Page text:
But my father, my beloved and most wretched father... Would he never overcome the fierce passion that now held pitiless dominion over him?
With its shocking theme of father-daughter incest, Mary Shelley’s publisher—her father, known for his own subversive books—not only refused to publish Mathilda, he refused to return her only copy of the manuscript, and the work was never published in her lifetime.
His suppression of this passionate novella is perhaps understandable—unlike her first book, Frankenstein, written a year earlier, Mathilda uses fantasy to study a far more personal reality. It tells the story of a young woman whose mother died in her childbirth—just as Shelly’s own mother died after hers—and whose relationship with her bereaved father becomes sexually charged as he conflates her with his lost wife, while she becomes involved with a handsome poet. Yet despite characters clearly based on herself, her father, and her husband, the narrator’s emotional and relentlessly self-examining voice lifts the story beyond autobiographical resonance into something more transcendent: a driven tale of a brave woman’s search for love, atonement, and redemption.
It took more than a century before the manuscript Mary Shelley gave her father was rediscovered. It is published here as a stand-alone volume for the first time.
The Art of The Novella Series
Too short to be a novel, too long to be a short story, the novella is generally unrecognized by academics and publishers. Nonetheless, it is a form beloved and practiced by literature's greatest writers. In the Art Of The Novella series, Melville House celebrates this renegade art form and its practitioners with titles that are, in many instances, presented in book form for the first time.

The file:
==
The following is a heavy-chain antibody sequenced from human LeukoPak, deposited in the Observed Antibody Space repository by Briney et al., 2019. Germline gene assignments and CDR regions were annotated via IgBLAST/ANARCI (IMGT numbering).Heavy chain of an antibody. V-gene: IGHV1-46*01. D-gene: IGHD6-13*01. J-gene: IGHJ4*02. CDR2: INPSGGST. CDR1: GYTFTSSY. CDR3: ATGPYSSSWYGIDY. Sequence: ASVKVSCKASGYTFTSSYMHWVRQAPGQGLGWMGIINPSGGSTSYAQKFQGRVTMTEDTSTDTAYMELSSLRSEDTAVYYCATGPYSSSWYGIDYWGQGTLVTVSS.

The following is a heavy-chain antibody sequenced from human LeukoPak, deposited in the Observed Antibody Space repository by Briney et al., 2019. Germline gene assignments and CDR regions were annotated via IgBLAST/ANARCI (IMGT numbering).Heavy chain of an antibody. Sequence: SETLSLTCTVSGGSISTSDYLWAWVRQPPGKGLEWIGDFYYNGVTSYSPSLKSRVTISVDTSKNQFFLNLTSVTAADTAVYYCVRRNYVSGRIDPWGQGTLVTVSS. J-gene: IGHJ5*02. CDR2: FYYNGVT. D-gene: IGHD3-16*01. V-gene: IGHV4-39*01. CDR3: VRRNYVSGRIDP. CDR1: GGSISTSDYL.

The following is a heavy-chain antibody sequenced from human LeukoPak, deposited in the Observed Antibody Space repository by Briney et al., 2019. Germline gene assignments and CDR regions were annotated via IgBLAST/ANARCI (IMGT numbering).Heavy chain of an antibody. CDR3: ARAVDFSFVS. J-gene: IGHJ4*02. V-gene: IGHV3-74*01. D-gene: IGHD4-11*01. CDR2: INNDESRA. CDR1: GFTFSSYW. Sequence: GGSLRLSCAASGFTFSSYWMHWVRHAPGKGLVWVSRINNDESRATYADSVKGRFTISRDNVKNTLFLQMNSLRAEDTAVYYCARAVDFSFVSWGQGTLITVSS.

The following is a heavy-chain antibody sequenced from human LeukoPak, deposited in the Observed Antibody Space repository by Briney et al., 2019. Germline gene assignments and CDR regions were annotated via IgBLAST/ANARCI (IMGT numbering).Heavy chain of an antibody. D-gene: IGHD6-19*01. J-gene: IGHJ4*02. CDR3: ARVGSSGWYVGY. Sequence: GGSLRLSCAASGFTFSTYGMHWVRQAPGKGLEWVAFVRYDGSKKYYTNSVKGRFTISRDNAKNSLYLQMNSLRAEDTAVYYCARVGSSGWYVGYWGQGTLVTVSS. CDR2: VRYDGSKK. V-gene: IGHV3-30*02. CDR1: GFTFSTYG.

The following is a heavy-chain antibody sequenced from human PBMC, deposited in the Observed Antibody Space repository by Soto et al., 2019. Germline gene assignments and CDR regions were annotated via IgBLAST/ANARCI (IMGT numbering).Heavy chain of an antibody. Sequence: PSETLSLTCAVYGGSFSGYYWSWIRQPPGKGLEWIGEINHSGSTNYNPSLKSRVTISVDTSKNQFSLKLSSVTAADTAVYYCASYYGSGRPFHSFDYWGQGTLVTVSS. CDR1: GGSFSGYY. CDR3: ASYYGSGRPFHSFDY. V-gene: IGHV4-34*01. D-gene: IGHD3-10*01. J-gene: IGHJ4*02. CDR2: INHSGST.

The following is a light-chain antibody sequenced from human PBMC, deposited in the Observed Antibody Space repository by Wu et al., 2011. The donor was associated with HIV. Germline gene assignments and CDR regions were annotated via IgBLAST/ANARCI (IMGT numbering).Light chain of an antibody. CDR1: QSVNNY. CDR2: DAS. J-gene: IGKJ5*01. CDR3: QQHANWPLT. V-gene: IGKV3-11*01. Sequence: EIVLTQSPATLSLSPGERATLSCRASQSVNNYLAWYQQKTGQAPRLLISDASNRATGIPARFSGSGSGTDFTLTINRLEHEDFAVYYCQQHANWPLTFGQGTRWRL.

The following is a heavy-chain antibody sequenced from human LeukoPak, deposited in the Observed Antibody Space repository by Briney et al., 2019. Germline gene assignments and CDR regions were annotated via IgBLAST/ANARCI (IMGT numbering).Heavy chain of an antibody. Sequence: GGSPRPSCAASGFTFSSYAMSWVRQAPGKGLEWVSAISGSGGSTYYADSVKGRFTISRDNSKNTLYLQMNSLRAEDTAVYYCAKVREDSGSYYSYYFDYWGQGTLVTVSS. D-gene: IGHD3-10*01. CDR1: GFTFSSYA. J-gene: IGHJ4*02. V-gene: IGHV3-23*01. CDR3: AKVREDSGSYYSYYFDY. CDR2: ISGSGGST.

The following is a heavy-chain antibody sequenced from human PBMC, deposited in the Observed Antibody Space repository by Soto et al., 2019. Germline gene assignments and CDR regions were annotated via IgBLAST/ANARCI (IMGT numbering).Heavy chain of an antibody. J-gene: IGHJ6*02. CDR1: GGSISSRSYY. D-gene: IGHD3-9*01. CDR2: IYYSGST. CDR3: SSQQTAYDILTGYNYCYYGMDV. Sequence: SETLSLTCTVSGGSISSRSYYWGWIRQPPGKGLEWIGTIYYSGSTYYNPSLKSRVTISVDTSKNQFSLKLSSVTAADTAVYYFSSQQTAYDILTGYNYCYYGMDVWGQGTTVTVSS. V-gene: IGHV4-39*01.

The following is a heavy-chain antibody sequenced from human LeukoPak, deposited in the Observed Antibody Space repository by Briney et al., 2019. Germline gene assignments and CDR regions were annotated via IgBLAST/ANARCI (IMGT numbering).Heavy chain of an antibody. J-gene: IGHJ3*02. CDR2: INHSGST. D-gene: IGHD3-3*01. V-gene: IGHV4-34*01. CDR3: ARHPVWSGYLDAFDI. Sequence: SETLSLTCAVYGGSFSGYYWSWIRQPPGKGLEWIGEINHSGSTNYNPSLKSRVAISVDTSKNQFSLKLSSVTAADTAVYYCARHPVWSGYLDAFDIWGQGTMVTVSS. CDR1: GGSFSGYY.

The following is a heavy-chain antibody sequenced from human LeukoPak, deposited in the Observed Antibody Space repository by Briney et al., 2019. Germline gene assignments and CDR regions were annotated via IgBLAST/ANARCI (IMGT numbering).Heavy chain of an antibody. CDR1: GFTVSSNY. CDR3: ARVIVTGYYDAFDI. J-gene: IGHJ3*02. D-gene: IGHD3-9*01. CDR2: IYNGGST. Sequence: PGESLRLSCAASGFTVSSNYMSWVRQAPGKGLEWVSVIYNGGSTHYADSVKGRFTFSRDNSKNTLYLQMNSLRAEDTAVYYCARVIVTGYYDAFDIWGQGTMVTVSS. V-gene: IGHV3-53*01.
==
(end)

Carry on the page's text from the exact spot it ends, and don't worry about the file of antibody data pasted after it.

"I wanted them all, even those I'd already read."
—Ron Rosenbaum, The New York Observer
—Time Out London
"[F]irst-rate…astutely selected and attractively packaged…indisputably great works."
—Adam Begley, The New York Observer
"I’ve always been haunted by Bartleby, the proto-slacker. But it’s the handsomely minimalist cover of the Melville House edition that gets me here, one of many in the small publisher’s fine 'Art of the Novella' series."
—The New Yorker
"The Art of the Novella series is sort of an anti-Kindle. What these singular, distinctive titles celebrate is book-ness. They're slim enough to be portable but showy enough to be conspicuously consumed—tiny little objects that demand to be loved for the commodities they are."
—KQED (NPR San Francisco)
"Some like it short, and if you're one of them, Melville House, an independent publisher based in Brooklyn, has a line of books for you... elegant-looking paperback editions ...a good read in a small package."
—The Wall Street Journal